I built my own Dark Mode with TailwindCSS (without using Next Themes)

I built my own Dark Mode with TailwindCSS (without using Next Themes)

In this article, I'll walk you through how I implemented a dark mode in my Next.js application using TailwindCSS. We'll be using the darkMode feature of TailwindCSS and the lucide-react library for icons. The entire process should take you about three minutes to read through.

Step 1: Install TailwindCSS and Lucide-React

First, make sure you have TailwindCSS and lucide-react installed in your project. You can install them using npm or yarn:

npm install tailwindcss lucide-react
# or
yarn add tailwindcss lucide-react

Step 2: Configure TailwindCSS for Dark Mode

In your TailwindCSS configuration file (tailwind.config.js), enable the darkMode option and set it to use the class strategy:

module.exports = {
  darkMode: ['class'],
  // other configurations...
};

This configuration means you will control dark mode by adding or removing the dark class on the html element.

Step 3: Create a Dark Mode Toggle Component (my method)

Next, create a DarkMode component that toggles the dark mode on and off. This component will receive dark and setDark props for managing the state.

"use client"

import { Moon, Sun } from "lucide-react";
import { useEffect } from "react";

export function DarkMode({ dark, setDark }) {
  useEffect(() => {
    if (typeof window !== "undefined") {
      const root = window.document.documentElement;
      if (dark) {
        root.classList.add('dark');
      } else {
        root.classList.remove('dark');
      }
    }
  }, [dark]);

  return (
    <div className="cursor-pointer" onClick={() => setDark(!dark)}>
      {dark ? <Sun className="h-[1.2rem] w-[1.2rem]" /> : <Moon className="h-[1.2rem] w-[1.2rem]" />}
    </div>
  );
}

Add a function to store the dark mode preference in local storage. This ensures that the user's preference is saved across sessions.

import { useState, useEffect } from 'react';

const useDarkMode = () => {
  const [dark, setDark] = useState(false);

  useEffect(() => {
    const storedDarkMode = localStorage.getItem('dark-mode');
    if (storedDarkMode) {
      setDark(storedDarkMode === 'true');
    }
  }, []);

  useEffect(() => {
    localStorage.setItem('dark-mode', dark);
  }, [dark]);

  return [dark, setDark];
};

export default useDarkMode;

Usage example:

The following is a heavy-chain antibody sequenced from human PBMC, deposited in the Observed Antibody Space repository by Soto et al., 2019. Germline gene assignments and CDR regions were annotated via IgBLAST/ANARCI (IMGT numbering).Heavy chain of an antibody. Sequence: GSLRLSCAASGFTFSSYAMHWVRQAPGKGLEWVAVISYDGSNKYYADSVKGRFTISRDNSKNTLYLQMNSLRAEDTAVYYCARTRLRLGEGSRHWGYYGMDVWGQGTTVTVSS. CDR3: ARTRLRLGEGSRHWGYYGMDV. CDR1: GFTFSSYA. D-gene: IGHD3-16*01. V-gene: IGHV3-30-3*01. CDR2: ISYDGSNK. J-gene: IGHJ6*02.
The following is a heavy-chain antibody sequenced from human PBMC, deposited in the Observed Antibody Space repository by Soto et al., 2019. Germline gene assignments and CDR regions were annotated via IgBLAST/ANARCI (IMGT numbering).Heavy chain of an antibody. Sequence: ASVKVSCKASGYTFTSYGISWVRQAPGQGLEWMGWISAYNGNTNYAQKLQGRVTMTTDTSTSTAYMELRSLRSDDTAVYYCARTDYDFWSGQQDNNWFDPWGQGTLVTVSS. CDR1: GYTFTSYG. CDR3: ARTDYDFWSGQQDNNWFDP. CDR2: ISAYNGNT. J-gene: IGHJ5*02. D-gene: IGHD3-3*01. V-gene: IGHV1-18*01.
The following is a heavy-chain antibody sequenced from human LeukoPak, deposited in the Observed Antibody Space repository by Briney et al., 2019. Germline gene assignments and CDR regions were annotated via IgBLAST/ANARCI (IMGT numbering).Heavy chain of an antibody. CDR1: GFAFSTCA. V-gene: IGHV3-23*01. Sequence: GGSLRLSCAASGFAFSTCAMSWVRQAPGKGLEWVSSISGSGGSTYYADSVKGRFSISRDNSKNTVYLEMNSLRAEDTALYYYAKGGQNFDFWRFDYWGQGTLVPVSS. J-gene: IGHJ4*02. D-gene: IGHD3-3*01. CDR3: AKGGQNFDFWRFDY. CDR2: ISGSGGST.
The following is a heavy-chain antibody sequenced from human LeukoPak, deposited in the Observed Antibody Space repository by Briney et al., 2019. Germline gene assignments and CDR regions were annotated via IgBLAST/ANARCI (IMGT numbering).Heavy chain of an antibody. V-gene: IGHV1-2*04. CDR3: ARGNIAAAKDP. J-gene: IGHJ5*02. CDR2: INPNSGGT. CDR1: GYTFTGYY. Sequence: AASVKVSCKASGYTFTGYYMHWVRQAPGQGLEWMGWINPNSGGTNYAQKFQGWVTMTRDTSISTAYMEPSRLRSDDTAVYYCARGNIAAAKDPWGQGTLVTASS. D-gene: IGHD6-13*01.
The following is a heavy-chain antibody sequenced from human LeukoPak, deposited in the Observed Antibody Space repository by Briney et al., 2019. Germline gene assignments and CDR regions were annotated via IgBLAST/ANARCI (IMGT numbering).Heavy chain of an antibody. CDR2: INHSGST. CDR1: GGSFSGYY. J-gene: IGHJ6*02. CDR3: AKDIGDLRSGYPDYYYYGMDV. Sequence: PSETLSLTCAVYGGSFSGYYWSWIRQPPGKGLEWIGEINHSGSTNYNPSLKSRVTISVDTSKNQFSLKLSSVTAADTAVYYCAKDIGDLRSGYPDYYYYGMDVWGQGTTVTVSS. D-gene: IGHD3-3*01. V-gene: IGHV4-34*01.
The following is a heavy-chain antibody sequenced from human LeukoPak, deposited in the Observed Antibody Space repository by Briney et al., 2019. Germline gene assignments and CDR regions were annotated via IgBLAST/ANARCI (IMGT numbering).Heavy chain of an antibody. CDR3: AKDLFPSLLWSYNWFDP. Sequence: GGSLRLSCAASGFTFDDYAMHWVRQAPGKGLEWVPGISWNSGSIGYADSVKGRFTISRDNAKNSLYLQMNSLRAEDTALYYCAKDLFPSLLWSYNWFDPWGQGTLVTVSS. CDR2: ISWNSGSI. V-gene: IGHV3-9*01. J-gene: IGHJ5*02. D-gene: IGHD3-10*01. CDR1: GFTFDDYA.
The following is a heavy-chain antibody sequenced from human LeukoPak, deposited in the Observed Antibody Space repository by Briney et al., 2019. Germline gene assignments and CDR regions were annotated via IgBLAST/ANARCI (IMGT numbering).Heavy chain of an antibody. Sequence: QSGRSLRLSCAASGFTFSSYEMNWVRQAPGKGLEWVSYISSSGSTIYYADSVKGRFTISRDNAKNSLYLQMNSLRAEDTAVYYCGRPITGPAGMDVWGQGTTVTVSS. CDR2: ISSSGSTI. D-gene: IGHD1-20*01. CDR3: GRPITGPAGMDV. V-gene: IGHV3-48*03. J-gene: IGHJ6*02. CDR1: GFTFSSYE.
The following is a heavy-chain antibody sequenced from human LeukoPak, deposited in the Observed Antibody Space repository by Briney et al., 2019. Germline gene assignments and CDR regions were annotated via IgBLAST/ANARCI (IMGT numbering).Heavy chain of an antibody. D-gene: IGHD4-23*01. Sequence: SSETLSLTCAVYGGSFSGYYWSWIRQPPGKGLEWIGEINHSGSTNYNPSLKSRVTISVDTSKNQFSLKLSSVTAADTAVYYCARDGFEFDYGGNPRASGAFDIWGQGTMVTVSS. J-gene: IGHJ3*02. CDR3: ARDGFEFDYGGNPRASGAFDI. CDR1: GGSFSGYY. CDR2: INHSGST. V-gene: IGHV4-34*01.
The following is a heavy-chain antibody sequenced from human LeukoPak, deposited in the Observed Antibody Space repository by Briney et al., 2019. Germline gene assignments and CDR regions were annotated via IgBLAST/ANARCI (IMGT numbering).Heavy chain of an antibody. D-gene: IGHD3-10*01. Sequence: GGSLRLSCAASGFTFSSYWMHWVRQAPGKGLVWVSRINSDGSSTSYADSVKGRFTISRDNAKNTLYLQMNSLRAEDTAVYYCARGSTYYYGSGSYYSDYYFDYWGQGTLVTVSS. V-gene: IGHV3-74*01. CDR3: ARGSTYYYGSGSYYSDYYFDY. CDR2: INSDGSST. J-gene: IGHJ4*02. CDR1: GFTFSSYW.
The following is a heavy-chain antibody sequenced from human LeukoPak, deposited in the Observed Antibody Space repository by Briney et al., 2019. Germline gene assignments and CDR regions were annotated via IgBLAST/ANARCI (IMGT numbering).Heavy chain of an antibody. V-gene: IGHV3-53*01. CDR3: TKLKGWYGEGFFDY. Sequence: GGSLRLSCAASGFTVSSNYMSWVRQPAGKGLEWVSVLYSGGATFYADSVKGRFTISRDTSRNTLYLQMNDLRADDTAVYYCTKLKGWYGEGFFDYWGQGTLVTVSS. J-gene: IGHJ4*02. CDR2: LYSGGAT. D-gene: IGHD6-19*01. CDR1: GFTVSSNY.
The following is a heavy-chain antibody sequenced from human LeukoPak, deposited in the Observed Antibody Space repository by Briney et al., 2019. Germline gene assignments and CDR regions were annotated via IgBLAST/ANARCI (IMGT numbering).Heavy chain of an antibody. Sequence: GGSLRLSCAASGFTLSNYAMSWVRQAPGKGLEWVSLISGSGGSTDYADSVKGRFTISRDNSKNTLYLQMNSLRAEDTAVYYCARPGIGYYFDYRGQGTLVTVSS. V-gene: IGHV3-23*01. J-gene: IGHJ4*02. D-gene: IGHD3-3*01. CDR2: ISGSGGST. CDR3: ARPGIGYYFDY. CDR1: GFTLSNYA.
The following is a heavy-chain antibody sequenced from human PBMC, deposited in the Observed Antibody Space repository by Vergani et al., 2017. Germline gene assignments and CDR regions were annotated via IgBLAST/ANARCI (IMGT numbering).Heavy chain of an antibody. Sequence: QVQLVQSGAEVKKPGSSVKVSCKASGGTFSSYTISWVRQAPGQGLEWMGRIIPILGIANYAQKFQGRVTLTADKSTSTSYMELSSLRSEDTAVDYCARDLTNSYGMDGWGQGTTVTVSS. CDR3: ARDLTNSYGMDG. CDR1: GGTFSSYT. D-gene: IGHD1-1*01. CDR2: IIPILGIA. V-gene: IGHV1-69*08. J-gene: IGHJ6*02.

import useDarkMode from './path/to/useDarkMode';
import { DarkMode } from './path/to/DarkMode';

export default function Header() {
  const [dark, setDark] = useDarkMode();

  return (
    <header className="p-4 flex justify-between items-center">
      <h1 className="text-2xl">My App</h1>
      <DarkMode dark={dark} setDark={setDark} />
    </header>
  );
}

Shorter version: DarkMode.tsx includes it all:

"use client"

import { Moon, Sun } from "lucide-react";
import { useEffect, useState } from "react";

export function DarkMode() {
  const [dark, setDark] = useState(false);

  useEffect(() => {
    // here we check the store for current status
    const storedDarkMode = localStorage.getItem('dark-mode');
    if (storedDarkMode) {
      setDark(storedDarkMode === 'true');
    }
  }, []);

  useEffect(() => {
    if (typeof window !== "undefined") {
      const root = window.document.documentElement;
      if (dark) {
        root.classList.add('dark');
      } else {
        root.classList.remove('dark');
      }
      localStorage.setItem('dark-mode', dark);
    }
  }, [dark]);

  return (
    <div className="cursor-pointer" onClick={() => setDark(!dark)}>
      {dark ? <Sun className="h-[1.2rem] w-[1.2rem]" /> : <Moon className="h-[1.2rem] w-[1.2rem]" />}
    </div>
  );
}

Step 4: Test your Dark Mode with styles in CSS/SCSS

Finally, update your CSS or SASS to include styles for dark mode. You can use TailwindCSS's @apply directive to apply classes conditionally.

body {
  @apply text-black min-h-screen dark:bg-slate-900 dark:text-white;
}

And that's it! You now have a fully functional dark mode in your Next.js app, powered by TailwindCSS. The state is persisted using local storage, and users can toggle the mode using a simple UI component.

Guillaume Duhan